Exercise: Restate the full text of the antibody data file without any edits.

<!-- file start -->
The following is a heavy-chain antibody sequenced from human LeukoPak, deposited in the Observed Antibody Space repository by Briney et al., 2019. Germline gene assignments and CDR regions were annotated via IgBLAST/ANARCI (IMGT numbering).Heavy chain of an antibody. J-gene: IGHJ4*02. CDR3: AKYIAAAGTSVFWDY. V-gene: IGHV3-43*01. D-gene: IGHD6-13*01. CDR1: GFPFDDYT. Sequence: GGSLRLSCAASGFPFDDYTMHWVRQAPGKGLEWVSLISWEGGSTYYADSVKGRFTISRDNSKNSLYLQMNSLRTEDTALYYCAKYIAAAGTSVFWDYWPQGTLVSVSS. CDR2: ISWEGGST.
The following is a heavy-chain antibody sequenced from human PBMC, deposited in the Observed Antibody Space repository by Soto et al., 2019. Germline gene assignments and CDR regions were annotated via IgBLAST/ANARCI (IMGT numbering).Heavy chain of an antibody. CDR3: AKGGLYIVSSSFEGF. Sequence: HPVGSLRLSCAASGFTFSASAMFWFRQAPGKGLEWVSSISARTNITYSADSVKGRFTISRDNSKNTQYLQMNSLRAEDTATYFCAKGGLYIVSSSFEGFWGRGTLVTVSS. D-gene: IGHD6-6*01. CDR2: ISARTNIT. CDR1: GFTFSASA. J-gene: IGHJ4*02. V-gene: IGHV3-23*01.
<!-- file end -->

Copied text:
The following is a heavy-chain antibody sequenced from human LeukoPak, deposited in the Observed Antibody Space repository by Briney et al., 2019. Germline gene assignments and CDR regions were annotated via IgBLAST/ANARCI (IMGT numbering).Heavy chain of an antibody. J-gene: IGHJ4*02. CDR3: AKYIAAAGTSVFWDY. V-gene: IGHV3-43*01. D-gene: IGHD6-13*01. CDR1: GFPFDDYT. Sequence: GGSLRLSCAASGFPFDDYTMHWVRQAPGKGLEWVSLISWEGGSTYYADSVKGRFTISRDNSKNSLYLQMNSLRTEDTALYYCAKYIAAAGTSVFWDYWPQGTLVSVSS. CDR2: ISWEGGST.
The following is a heavy-chain antibody sequenced from human PBMC, deposited in the Observed Antibody Space repository by Soto et al., 2019. Germline gene assignments and CDR regions were annotated via IgBLAST/ANARCI (IMGT numbering).Heavy chain of an antibody. CDR3: AKGGLYIVSSSFEGF. Sequence: HPVGSLRLSCAASGFTFSASAMFWFRQAPGKGLEWVSSISARTNITYSADSVKGRFTISRDNSKNTQYLQMNSLRAEDTATYFCAKGGLYIVSSSFEGFWGRGTLVTVSS. D-gene: IGHD6-6*01. CDR2: ISARTNIT. CDR1: GFTFSASA. J-gene: IGHJ4*02. V-gene: IGHV3-23*01.